Warsaw Citadel

  No District         more than a year ago

The massive Warsaw Citadel complex was built in the wake of the 1830 November Insurrection, and commissioned by Tsar Nicholas I to serve as a fortress for the occupying Russian garrison - and as a political prison and execution ground. Housing as many as 16,000 troops, the main purpose of the citadel was to deter and quash any patriotic movement within the city. Of the 40,000 prisoners who have passed through its gates, familiar names include national hero Józef Piłsudski, communist agitator ‘Red’ Rosa Luxembourg and Feliks Dzierżyński - the monster who would progress to become head of the Russian secret police.

As well as being a supreme example of 19th century fortress architecture, the 36 hectare site hosts several museums and points of interest, most importantly the Katyń Museum in the south wing, but also the 10th Pavilion Museum - in which you'll find information about the fort's history as a political prison, and the modern art gallery, Galeria Brama Bielańska, both in the north wing (open Wed-Sun 10:00-17:00). Perhaps the best way to access the fort and explore it is via the 10th Pavilion Museum, inside of which you'll find a labyrinth of well-preserved tunnels and prison cells that contain numerous exhibits, paintings, prison relics and firearms, while outside you'll find a Nazi bunker dating from 1940, a symbolic cemetery, and The Gate of Execution. It’s here on the nearby southern hillsides of the Citadel that Polish heroes like Traugutt were executed in front of a crowd of 30,000 in 1864.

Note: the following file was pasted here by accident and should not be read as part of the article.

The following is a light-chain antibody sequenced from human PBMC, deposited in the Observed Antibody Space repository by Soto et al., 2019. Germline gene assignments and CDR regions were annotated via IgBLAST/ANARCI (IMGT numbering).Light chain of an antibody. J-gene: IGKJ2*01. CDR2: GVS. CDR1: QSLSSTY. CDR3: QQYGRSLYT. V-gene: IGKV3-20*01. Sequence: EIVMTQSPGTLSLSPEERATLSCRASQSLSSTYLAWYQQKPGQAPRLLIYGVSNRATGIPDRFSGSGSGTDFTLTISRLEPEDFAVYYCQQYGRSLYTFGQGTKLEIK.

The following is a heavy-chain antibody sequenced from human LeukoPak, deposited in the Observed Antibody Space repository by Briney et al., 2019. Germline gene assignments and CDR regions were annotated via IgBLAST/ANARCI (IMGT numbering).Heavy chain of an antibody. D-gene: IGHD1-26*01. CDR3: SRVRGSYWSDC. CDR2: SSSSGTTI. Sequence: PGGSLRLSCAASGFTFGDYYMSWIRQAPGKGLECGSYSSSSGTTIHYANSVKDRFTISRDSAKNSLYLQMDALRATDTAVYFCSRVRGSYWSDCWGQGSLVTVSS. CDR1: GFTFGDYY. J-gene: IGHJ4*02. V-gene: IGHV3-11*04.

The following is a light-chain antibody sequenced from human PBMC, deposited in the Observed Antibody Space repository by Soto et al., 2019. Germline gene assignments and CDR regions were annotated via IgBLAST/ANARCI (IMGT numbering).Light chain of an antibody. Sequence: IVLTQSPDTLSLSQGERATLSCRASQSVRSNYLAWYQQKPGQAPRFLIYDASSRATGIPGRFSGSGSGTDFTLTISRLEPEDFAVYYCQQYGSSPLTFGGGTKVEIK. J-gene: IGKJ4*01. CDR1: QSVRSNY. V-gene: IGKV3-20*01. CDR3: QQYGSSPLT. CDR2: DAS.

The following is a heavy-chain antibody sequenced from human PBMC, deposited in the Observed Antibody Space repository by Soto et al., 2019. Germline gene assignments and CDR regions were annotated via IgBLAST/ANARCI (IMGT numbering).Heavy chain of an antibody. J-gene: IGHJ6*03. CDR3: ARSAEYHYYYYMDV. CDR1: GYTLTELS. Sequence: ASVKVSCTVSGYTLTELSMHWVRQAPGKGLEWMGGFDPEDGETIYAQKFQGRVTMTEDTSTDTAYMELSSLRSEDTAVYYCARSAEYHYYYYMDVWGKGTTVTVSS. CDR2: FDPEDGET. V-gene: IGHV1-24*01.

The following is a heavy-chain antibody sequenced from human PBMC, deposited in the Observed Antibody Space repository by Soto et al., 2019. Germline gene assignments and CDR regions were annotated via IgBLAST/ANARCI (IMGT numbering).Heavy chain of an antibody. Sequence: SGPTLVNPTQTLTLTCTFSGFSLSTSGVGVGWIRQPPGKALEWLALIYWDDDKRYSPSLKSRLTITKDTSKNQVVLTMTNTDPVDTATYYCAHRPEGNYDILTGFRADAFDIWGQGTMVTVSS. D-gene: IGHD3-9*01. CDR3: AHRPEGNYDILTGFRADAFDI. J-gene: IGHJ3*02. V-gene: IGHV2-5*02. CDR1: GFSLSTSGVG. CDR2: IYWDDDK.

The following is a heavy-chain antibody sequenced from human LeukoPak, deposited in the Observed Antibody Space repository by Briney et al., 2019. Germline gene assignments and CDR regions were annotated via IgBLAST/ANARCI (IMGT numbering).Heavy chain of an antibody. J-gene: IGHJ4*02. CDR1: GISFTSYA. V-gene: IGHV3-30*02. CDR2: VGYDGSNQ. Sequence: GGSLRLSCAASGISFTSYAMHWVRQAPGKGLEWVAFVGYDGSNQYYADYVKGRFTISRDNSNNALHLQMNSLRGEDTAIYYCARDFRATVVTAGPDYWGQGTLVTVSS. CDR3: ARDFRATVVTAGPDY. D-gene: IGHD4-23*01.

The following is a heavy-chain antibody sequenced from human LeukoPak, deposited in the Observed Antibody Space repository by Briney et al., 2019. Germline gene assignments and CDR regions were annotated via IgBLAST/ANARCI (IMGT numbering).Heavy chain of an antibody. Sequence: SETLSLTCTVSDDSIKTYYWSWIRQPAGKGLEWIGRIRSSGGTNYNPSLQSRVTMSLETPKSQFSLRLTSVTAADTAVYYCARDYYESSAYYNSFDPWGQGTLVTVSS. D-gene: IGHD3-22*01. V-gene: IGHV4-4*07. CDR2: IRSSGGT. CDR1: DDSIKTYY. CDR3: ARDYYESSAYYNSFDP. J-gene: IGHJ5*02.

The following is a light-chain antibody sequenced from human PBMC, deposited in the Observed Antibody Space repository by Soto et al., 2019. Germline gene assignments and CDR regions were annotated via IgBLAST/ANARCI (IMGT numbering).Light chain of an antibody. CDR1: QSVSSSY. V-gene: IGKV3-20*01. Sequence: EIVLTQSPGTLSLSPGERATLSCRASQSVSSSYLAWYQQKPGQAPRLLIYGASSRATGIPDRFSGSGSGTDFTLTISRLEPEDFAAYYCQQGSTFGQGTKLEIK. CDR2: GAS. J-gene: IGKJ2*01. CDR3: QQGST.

Dworzec Gdański

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Editor Warsaw In Your Pocket

The entrance to the Citadel is actually on Wybrzeze Gdanskie street which is unfortunately just off the map we publish in the guide. And the military equipment is actually outside of the military museum which forms part of the Citadel complex. The review has been made clearer to show that. Thanks for the tip.
George Szwejkowski

I found the entrance difficult to find. My taxi driver, with sat-nav had the same difficulty. Once we found the correct entrance it was quite difficult to identify the right door. Once inside I found the staff very friendly and helpful, although not a word of English between them.I enjoyed the displays and it helped to have a smattering of Polish history to make sense of it all as there was very little written in English. I could not see any military hardware outside - perhaps it has now been moved to the military museum.
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